Flowers are more human than we normally think. Initially, we are all seeds. Then we grow from a bud, blossom, ripen, wither and finally somebody else disposes our remains. Flowers serve us in silence. They help us believe, forgive, love and approach the divine. And we are ever brutal to them.
It was my first Graded Unit project which triggered my interest in the process of formation itself. What makes people and things develop into certain shape? Why does the lack of digital immediacy mould my image in a particular way? Is it the time that gives me space for growth?
As poetry was my strong inspiration for this project, it subsequently led me to another question. Was it the Word in the beginning? Or is it seeing that comes before words, as John Berger suggests? The word as a sound and a letter – they both shape space. How does it shape me as a human being?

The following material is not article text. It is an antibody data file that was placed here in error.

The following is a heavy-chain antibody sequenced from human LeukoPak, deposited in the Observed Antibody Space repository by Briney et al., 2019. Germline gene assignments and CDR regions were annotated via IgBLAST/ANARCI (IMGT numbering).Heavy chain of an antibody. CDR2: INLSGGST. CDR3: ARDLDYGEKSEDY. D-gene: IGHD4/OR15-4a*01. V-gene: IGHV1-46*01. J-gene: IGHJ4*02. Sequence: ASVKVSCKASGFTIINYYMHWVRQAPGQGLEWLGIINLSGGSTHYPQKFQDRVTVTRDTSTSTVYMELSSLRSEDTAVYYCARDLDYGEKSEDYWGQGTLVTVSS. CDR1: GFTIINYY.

It all encouraged me to explore the idea of conjunction an image with the text and how it influences, limits or opens ways of understanding and reading photography itself.
I handwritten visual poems and composed them into the images of flowers. The text became an integral part of my pictures which has literal and symbolic meaning. In that context, the word became an image, the sign and symbol, visual and mystical message. Having the shape itself it became an element of semantically and visually wider context.
- “Ways of Seeing” by John Berger
- “Reading visual poetry” by Willard Bohn
- “The Garden of Truth” by Seyyed Hossein Nasr
- “Fifty poems of Hafiz” by A. J. Arberry
- “The Rose Garden” by Saadi